Did you think that the Oculus vs. ZeniMax lawsuit was over when ZeniMax was awarded $500 million in its legal battle with the VR manufacturer? That’s silly; this lawsuit and associated wrangling will outlast the stars themselves. The judge in the case has cut the award from $500 million to $250 million while also denying an injunction against the sale of the headsets. That’s a bit of a black eye for ZeniMax, with a statement that the company is considering its next steps.
For those of you who no longer recall why these two companies were fighting like newly divorced parents, the courts found Oculus guilty of using proprietary software and copyright infringement when developing the Oculus Rift. ZeniMax Media is of course the parent company of Bethesda Softworks and ZeniMax Online Studios, the latter of which is in charge of The Elder Scrolls Online, so that’s very much relevant for both MMOs and future VR developments. If you need a bit more recap, we’ve got our whole roundup of coverage of the trial below for your enjoyment.
It’s safe to say that it’s been a rough year for CCP Games, with the company pulling out of VR game development and laying off around 100 staff worldwide. The entire EVE Online
community team was reported to have been slashed down to just two employees, and many of the studio’s most experienced PR staff were let go when the Atlanta office was shuttered. EVE
players (including me
) came down hard on CCP and on CEO Hilmar Veigar Petursson in particular, and some inside the company were notably shaken.
EVE Online Community Manager Paul “CCP Falcon” Elsy was one of the few members of the community team left after the layoffs, suddenly finding himself organising the 15th anniversary Fanfest without a team. It’s now been almost five months since the layoffs, so I caught up with Paul at EVE Fanfest 2018 recently to find out how the company has coped with the loss of so many skilled community staff. He also clarified CCP’s role in tackling harassment outside the game client in the wake of a recent virtual scuffle on the Open Comms show, and gave a fascinating account of how Hilmar himself dealt with the recent layoffs and how he’s been getting more involved with EVE lately.
Read on for our massive in-depth interview with EVE‘s Community Manager Paul “CCP Falcon” Elsy.
Games alone won’t make the world better. They won’t even make gamers better. We publish some articles that certainly seem pretty pro-games, but we’re very upfront about the catches. One big one is on us, the players, and how we game. However, game designers can do a lot to help us.
“But that’s hard, expensive, and/or boring!” some of you may be thinking. And yeah, sometimes that’s true. But for both indies and AAA companies, not only are there organizations able to help, but there’s the potential for government aid in unlikely places. Games for good isn’t just a pipe dream, either. Some of the most (deservedly) vilified gaming communities have not only helped with their time but their wallets as well. Even before going to GDC this year we knew this, but a few panels I watched really helped it click.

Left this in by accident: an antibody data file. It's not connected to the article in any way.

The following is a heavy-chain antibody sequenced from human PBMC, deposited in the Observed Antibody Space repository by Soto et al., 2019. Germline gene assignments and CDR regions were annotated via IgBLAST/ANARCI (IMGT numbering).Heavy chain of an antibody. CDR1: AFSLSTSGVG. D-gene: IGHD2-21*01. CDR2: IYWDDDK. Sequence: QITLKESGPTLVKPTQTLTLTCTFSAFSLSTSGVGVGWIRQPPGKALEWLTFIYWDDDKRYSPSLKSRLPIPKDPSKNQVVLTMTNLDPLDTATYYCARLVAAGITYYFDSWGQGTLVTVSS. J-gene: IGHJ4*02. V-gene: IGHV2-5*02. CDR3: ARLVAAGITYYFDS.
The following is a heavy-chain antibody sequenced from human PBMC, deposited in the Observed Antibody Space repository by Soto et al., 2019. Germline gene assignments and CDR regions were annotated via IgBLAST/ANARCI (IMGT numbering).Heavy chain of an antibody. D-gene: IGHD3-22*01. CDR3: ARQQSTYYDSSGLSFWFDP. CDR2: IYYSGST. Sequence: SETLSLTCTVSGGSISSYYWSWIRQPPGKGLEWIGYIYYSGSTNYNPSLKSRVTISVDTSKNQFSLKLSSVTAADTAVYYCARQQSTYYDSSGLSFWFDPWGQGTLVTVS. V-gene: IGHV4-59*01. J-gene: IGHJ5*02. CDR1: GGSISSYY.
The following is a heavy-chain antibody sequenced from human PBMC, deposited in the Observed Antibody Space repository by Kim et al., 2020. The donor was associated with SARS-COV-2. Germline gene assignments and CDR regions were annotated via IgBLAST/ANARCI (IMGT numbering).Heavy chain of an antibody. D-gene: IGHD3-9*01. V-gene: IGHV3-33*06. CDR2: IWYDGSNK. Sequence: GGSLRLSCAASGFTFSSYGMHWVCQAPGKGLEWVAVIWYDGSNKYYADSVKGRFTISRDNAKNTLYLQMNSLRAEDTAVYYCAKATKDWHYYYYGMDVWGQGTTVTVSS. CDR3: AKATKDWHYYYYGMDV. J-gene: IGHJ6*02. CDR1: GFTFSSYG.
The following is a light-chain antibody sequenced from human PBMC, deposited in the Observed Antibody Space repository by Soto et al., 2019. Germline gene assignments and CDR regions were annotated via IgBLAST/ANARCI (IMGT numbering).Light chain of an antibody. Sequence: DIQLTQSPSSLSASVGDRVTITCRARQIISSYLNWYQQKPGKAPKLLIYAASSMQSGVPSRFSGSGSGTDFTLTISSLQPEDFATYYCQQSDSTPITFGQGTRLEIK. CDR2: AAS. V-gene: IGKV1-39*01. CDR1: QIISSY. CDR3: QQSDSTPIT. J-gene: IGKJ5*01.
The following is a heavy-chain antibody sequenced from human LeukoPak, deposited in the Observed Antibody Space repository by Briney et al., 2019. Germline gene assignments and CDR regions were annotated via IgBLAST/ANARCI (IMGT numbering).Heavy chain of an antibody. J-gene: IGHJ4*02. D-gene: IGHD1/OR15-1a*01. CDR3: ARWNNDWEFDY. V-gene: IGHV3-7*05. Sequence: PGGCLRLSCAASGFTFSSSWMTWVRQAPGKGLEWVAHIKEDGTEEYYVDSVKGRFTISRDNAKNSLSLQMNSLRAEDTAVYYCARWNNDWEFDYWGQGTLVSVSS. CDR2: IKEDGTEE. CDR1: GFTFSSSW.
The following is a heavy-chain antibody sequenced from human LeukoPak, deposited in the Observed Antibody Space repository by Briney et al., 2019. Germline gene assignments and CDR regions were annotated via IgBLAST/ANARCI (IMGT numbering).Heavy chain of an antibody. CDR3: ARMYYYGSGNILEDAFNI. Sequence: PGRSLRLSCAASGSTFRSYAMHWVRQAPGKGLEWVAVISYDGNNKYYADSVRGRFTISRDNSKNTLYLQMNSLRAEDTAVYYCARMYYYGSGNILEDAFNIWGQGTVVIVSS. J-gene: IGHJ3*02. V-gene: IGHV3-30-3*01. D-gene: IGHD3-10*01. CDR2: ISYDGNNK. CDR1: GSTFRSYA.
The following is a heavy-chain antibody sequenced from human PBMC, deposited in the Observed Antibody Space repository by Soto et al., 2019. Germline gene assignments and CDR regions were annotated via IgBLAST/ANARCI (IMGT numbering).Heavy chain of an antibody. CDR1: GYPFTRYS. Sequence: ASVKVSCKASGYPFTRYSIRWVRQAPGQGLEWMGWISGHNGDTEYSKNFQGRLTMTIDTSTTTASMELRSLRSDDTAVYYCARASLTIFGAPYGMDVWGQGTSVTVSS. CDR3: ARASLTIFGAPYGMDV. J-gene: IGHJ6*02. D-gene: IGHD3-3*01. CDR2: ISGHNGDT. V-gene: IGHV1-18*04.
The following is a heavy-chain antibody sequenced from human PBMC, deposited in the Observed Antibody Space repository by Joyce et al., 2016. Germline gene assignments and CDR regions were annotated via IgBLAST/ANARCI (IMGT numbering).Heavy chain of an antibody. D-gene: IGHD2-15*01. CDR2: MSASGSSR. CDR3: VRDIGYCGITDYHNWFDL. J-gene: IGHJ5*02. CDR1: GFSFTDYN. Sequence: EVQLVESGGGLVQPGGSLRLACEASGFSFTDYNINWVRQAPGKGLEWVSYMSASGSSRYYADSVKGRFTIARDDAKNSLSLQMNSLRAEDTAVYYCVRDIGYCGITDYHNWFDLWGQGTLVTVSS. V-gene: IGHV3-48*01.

It’s no surprise that Ready Player One was constantly being referenced at GDC 2018, especially in VR, AR, and MMO panels. It’s not just because of the movie’s release but because the tech involved is seeing a surge of interest. That doesn’t mean we’re on the cusp, in my opinion, but it may be a thing we should start talking about.
And talking about it we did. As Bill Roper of Improbable and SpatialOS recently told me, “The next generation of online games isn’t going to behave like current-generation MMOs. […] We don’t know what a billion-person game might look like, but it’s likely to include a wide variety of playstyles, to reflect the diversity of its playerbase.” Even if you’re a cynic and don’t think SpatialOS will play any part of this future, Roper’s very much on the mark: Billion-person gaming isn’t going to be like our current MMOs.
As you may recall, I was given just a little time to hit up Snail Games’ ARK Park a few days before I left for GDC 2018. I was able to make it to the games’ launch party, but as I’d already played the game, it was mostly useful for talking to people involved in its creation between speeches/demos. However, afterwards, I was allowed to pass some questions on to Snail Games Vice President Tianqi “Sky” Wu about bugs, science, and the future of ARK. We have some exclusive information about that last tip, but don’t worry, no chief engineers, computer programmers, or lawyers were harmed in the making of this game. Well, not physically, at least.
By the time you read this dear reader, I’ll already be dead… dead tired, that is, from running around the Game Developer’s Conference talking to developers from such companies as Snail Games about upcoming games like ARK Park. Ahead of my meeting about the game, I was granted a review copy so I could get some time in with the real thing before my interview and end of the media embargo. As my Oculus Rift set-up isn’t exactly travel-friendly, and I can be prone to motion sickness, I only had enough time to jump into the game for a few scant hours. It was an interesting experience, since the game wasn’t simultaneously available to the public, and that meant I was probably missing out on the critical social factor for my impressions. Nevertheless, I think they’re worth hashing out. Let’s dig in.
Everybody saw NCsoft’s financials last month, I’m sure – Guild Wars 2 bouncing back thanks to Path of Fire, Lineage M driving revenue, and Blade & Soul outperforming almost everything, pretty good news all around.
What we didn’t cover was the associated conference call and Q&A, which has only recently been fully transcribed in English and has a few nuggets worth highlighting
- CFO Jae-Soo Yoon told listeners the company is working on 13 new titles, of which the largest are Blade & Soul II, Aion Tempest, and Lineage II Mobile, all mobile titles, and Project TL for PC.